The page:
Another alumnus spoke about how meaningful it was that BTE volunteers took the time to explain these steps on an individual basis with students, to check in on their grades and to provide them with encouragement along the way. After being encouraged to run for school office, he became vice president of his senior class and appreciated being “held to a higher caliber.” Another alumnus emphasized how critical it was for BTE to teach what she considered to be fundamental pieces, such as resume preparation, or how to best present yourself at an interview, because so many high school/secondary school students are not familiar with these key steps.

Importance of interpersonal relationships

Alumni reinforced how important relationships with volunteers/career coaches and with their BTE peers were to them, while in the program and long afterward.
Alumni reinforced how important relationships with volunteers/career coaches and with their BTE peers were to them, while in the program and long afterward. The support alumni received through these relationships helped connect them to careers, led to increased confidence and motivated them to achieve their goals.

The majority of BTE alumni identified BTE volunteers as a support in terms of their future career. Volunteers provided advice, served as mentors, helped introduce alumni to different career paths and offered connections to obtaining internships and jobs.

One alumnus stated, “We could always call and reach out, speak to one of the BTE volunteers who knows someone who knew someone.” Another alumna remarked that she felt lucky when she got her “dream job” six months after graduation because a BTE volunteer connected her to people she knew at a hospital. She emphasized, “Contacts are everything.”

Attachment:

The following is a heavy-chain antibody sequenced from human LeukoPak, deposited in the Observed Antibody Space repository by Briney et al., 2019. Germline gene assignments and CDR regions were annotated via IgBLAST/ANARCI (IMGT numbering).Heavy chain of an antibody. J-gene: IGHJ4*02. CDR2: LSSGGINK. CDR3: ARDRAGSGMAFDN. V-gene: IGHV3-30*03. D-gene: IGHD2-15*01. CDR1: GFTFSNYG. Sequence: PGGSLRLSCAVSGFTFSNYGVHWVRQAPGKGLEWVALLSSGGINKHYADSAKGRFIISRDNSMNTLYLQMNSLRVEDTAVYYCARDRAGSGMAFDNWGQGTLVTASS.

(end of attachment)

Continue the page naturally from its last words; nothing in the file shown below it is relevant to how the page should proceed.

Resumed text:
Peers were also an important source of support to alumni. During interviews, alumni discussed the close “lifelong friendships” they formed. More than two-thirds of alumni surveyed reported staying in touch with fellow BTE graduates after graduating from the program. These relationships were strengthened by sharing the same experiences and the same outlook on the importance of education. One alumnus said:

“I used to be very introverted. I was shy, and ever since I was in this group, I have become more outgoing. I started to love myself more. I started to believe in myself, in my possibilities, and if I want to do something, I will be able to do it.”

Almost half of alumni remarked in the interviews that they experienced an increase in self-confidence from the interpersonal relationships, which subsequently helped in their education, job positions and life in general.

I was personally struck by how many alumni told me that BTE changed their life.
Overall, BTE alumni highlighted program components that had a major impact in their lives and offered detailed descriptions of the program’s influence on them. I was personally struck by how many alumni told me that BTE changed their life.

While our findings align with other studies of college and career readiness programs, such as ACT (2015) and America’s Promise Alliance (2017), our study is significant due to the deep perspectives BTE alumni with several years of real-world experience have. Therefore, the alumni study confirms the findings of the ongoing cross-site BTE evaluation and underscores their importance.

The alumni study findings have been shared with the Bridge to Employment director, staff and funders as well as with the current sites, and the information is now used to inform program planning across sites and at the local level.


Photo credit: FHI 360